YouTube blogs,theyalltellstoriesintheirownways. Butifthereisone Video , and ,songsmusicals, stage plays,and world andourlives withoutthem. which literarynarratives have beendivided historically, andhowthese which theycreatemeaning.We willalso present themaingenresinto genres have evolved from their originsuntiltoday.We willthentryto distinction between storyanddiscourse, which willguideourdiscussions are morecommon define andframethetwogenresofprosefictionthat constantly tellingeachotherstories,usuallyaboutevents thathappento In oneformoranother,storiesarepartofeveryone’s lives. We are © Ignasi Ribó,CCBY 4.0 our own.Thesearethekindofstorieswe call‘fiction.’Manypeoplelike know are not true,butwhose characters, places, and events spark our and inparticularaboutthenarrative formsofliteratureandtheways in and lastingstoriesthroughouttheages,itiswrittenlanguage.Itfair are storiesnonetheless. And we would not beabletomakesenseofour follow asemioticmodel to studyand interpretnarrative structureand forms andgenres,constitutethebackboneofliterature. to say,then,thatstories, and most particularly , in theirvarious to watch series or soap on TV. And even more people liketowatch throughout the book. To conclude this chapter, weTo concludethischapter, book. the throughout willconsiderhow us ortopeoplewe know.Theseareusuallynotinvented stories,butthey interconnected withother media incontemporaryculture. and allow us to experience differentworlds as if they were meaning. In order to understand this model, it is essential to graspthe medium that has shown itself particularly well-suited to tell engaging movies, whetherinthecinemaorstreamedtotheirlaptopsmartphone. short stories and novels spread beyond thewritten and become short storiesandnovels. nowadays andfromwhichwe willdrawthe examplesinthistextbook: We alsoenjoyreading,watching,we orlisteningtostoriesthat In thischapter,we willintroducesome basic ideas about storytelling, Not everyone approaches thesegenresinthesame way. Here,we will 1. Introduction https://doi.org/10.11647/OBP.0187.01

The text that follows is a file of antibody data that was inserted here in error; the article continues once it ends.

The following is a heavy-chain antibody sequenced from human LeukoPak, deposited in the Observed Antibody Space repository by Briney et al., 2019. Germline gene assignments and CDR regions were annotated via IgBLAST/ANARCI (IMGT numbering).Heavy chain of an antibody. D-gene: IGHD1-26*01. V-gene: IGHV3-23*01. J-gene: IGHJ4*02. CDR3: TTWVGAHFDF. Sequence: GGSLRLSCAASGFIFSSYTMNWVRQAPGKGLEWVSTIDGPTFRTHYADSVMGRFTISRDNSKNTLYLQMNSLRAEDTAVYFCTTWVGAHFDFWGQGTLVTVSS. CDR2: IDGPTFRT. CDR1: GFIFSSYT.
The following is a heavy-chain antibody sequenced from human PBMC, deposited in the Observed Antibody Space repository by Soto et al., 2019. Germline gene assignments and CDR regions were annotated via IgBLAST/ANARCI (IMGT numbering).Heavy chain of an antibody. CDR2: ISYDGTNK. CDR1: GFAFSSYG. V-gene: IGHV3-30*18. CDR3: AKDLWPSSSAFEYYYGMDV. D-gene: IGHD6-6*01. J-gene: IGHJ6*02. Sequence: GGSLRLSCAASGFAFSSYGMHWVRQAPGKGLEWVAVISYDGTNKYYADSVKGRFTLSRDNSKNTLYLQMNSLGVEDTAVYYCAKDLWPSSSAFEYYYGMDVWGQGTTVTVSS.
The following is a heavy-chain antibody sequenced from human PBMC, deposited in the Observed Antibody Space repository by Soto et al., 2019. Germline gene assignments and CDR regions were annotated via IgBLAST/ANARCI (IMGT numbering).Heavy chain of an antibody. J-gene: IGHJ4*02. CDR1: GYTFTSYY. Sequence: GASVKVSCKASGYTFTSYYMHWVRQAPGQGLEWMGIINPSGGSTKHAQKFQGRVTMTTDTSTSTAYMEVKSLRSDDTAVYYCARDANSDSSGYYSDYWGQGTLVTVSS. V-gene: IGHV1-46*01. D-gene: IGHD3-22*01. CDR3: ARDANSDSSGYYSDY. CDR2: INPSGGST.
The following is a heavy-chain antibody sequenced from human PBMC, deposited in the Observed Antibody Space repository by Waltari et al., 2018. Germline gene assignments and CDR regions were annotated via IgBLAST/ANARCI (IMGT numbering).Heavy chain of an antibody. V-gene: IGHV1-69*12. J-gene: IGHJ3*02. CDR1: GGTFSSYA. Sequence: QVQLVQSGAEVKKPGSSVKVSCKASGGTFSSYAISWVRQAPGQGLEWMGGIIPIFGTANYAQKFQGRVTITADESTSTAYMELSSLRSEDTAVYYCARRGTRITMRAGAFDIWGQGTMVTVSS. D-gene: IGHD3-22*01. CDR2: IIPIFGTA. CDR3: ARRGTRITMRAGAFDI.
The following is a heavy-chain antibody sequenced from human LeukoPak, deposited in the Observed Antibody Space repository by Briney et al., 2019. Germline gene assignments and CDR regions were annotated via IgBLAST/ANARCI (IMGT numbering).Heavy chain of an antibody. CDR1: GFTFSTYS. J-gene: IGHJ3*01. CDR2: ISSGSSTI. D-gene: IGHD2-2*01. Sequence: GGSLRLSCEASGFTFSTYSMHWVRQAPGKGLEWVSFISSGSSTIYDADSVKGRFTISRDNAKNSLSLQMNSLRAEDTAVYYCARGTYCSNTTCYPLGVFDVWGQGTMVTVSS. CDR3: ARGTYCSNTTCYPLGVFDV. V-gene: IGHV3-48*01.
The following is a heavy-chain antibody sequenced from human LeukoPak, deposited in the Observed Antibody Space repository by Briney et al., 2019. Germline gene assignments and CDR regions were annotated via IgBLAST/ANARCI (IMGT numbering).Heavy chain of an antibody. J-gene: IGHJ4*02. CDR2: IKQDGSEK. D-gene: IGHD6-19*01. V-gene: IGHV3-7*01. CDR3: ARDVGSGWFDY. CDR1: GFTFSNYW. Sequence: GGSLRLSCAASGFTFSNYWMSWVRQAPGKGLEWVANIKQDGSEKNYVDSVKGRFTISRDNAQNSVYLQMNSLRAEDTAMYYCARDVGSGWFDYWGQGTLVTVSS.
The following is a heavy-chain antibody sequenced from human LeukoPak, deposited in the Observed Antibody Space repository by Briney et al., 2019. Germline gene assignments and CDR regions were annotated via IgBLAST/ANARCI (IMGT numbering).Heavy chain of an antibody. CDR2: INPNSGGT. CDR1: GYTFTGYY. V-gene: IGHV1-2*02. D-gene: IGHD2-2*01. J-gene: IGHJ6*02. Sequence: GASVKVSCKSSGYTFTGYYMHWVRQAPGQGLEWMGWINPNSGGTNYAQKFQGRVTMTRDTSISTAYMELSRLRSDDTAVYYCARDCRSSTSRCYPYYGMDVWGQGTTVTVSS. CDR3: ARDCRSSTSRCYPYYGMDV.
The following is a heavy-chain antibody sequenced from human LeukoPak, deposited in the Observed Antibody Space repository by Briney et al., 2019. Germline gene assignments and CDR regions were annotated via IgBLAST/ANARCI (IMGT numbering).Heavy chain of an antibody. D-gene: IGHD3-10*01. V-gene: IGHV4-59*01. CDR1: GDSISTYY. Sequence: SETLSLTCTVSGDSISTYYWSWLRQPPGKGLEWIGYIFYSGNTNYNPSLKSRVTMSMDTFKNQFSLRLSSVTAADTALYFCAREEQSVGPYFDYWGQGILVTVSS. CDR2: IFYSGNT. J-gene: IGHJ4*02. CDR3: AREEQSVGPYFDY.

1. Introduction 1 Prose Fiction 2 All peoples,everywhere andthroughouthistory,telleachotherstories,or, which means ‘to tell.’ In English, to narrate means to tell a story. means totell which means‘totell.’InEnglish,tonarrate According we attemptaworkingdefinitionoftheconcept,we alreadyknowthat critic RolandBarthesoncewrote, Narrative isnotoriouslydifficulttodefinewithprecision.Buteven before For thepurposeofthisbook,we willdefinenarrativesemiotic asthe representation ofasequence of events, meaningfullyconnected bytime as theyaretechnicallycalled,. As thesemioticianandliterary and cause. forms ofnarrative: to manyanthropologists,thisabilityisuniversal amongsthumanbeings. it referstostorytelling.Thetermitselfcomes from theLatinword 1 2 ae on Based 3 Able to be carried by articulated language, spoken or written, fixed or spoken orwritten, articulated language, Able tobecarriedby 1. The narratives oftheworldarenumberless.Narrative isfirstandforemost diversityof forms,narrative ispresentineveryage, inevery place,inevery 2. a prodigiousvarietyof genres,themselves distributedamongstdifferent comics, items,conversation. Moreover, underthisalmostinfinite even opposing,culturalbackgrounds. Caring nothingfor the division transcultural: itissimplythere,likelifeitself. stained-glass windows,cinema, , ,mime,, , society; itbeginswiththevery historyofmankindandtherehasnever substances moving images,gestures,andtheorderedmixtureofallthesesubstances; narratives, enjoyment of which is very oftenshared by men with different, narrative is present in , , , tale,, , , between good and bad literature,narrative is international, transhistorical, been apeoplewithoutnarrative. All classes, all humangroups,have their ,‘Introductionto theStructural Analysis of Narrative,’ in See, forexample,William Bascom, ‘The FormsofFolklore:ProseNarratives,’ Journal of American , Barthes Reader pp. 251–52. García Landa(London:Routledge, 1996),p.3, common structureororganisedwhole. Narratives presenta Narratives are of materialsigns(writtenorspokenwords, moving orstill at leasttwoevents (actions, happenings,incidents,etc.)ina images, etc.)whichconveyneed to orstandformeaningsthat be decodedorinterpretedbythereceiver. 3 Thisdefinitionhighlightscertainkeyelementssharedbyall Narratology: An Introduction Narratology: An — , ed. by Susan Sontag, trans.byStephenHeath(London: Vintage, 1994), as though anymaterialwere fit to receive man’s stories. semiotic representations 1.1 WhatIsNarrative? 78:307(1965),3–20. sequence of eventssequence , ed.bySusanaOnegaJaénand José Angel https://doi.org/10.4324/9781315843018 2 , thatis,theyaremade , that is, they connect is, they , that A Roland narro The 1